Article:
Norman Lambert: Our politicians don't have a clue about jobs

May 23, 2014 

It's good to see that we have finally figured out how to stop the "school-to-prison pipeline." Kings County is now a statewide leader in the anti-truancy movement by simply jailing uncooperative parents.

State Attorney General Kamala Harris and other experts say reducing prison population could be as simple as keeping kids in school. Kings County District Attorney Greg Strickland says, "If I can keep kids in school I can keep them out of prison. ... They'll stay out of the system, get a job, and not be on welfare." Harris also has said, "If the child at the end of third grade is not reading at ... grade level ... they drop off (and) don't catch up." They are four times more likely to drop out of high school.

So putting parents in jail as punishment for their lack of proper parenting behavior will stop the flow of young brown and black males into prison in the future. That is the target population we're talking about here. Young brown and black-skinned males who are born in poverty, mostly to single mothers, themselves children when they gave birth.

Now the realities.

One of the reasons children don't read at grade level by the end of third grade is that they did not get an equal start with the rest of their classmates. For years, educators have been pushing for fully funded preschool programs to help get all children to the same learning threshold so they would be reading at grade level at the end of grade three.

But our elected officials find it much more expedient to spend way more money building and staffing prisons than spending far less upfront and saving a good part of that "lockup money" because fewer children would end up dropping out of high school and then going to prison.

Next assume that we retained all those young men of color, they graduated and went out looking for a job. In Kings County in April the unemployment rate was 13.1% — 7,600 people were looking for work. In Fresno County, the rate was 12.1% — 54,200 people looking for work. So new graduates, join the long lines of the unemployed, who by the way, probably have some experience, you have none.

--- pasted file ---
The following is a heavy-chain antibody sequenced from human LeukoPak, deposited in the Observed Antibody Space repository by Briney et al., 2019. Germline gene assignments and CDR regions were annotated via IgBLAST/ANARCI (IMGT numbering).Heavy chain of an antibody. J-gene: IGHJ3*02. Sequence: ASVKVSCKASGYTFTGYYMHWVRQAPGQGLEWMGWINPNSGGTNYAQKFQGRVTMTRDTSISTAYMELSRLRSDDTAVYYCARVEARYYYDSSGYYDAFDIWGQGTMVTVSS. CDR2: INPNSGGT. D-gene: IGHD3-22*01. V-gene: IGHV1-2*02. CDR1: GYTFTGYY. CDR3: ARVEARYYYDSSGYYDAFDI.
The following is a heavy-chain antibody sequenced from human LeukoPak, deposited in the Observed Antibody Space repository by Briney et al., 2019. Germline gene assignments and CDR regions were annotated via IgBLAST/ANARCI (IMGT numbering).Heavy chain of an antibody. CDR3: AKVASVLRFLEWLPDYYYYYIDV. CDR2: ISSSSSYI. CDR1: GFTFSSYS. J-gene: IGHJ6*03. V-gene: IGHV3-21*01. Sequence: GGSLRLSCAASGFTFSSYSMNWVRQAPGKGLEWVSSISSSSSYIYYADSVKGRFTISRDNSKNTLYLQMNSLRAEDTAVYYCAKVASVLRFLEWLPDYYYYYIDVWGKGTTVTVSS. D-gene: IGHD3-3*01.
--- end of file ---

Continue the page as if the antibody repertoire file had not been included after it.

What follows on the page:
How about construction work, a good field for a young man, right?

Well, in Fresno County construction added 900 jobs over last year in April, totaling 13,700, but that's way down from a high of 22,000 in April 2005.

So that leaves retail. Retail today is the home of the part-timer, the 20-hour week is pretty much standard. Minimum wage times 20 hours, pretty dim future.

So, if that was the future you faced, would you be motivated to stay in school? Why? You're not going to college, you don't have the money and your grades aren't good enough. A high school diploma nets you nothing but a place in the unemployment line. Young women of color can get jobs, for young men of color, it's a little more difficult. Ask a few of them.

Right now we're in the midst of the campaign season. Many politicians are yammering about how they're going to fight for jobs. Not a one of them has a clue about how to produce a decent job in our area, much less enough to make a real dent in our unemployment problem.

It looks like the pipeline plug has holes in it.

Norman Lambert of Fresno is retired and likes to cook, write and dabble in magic.

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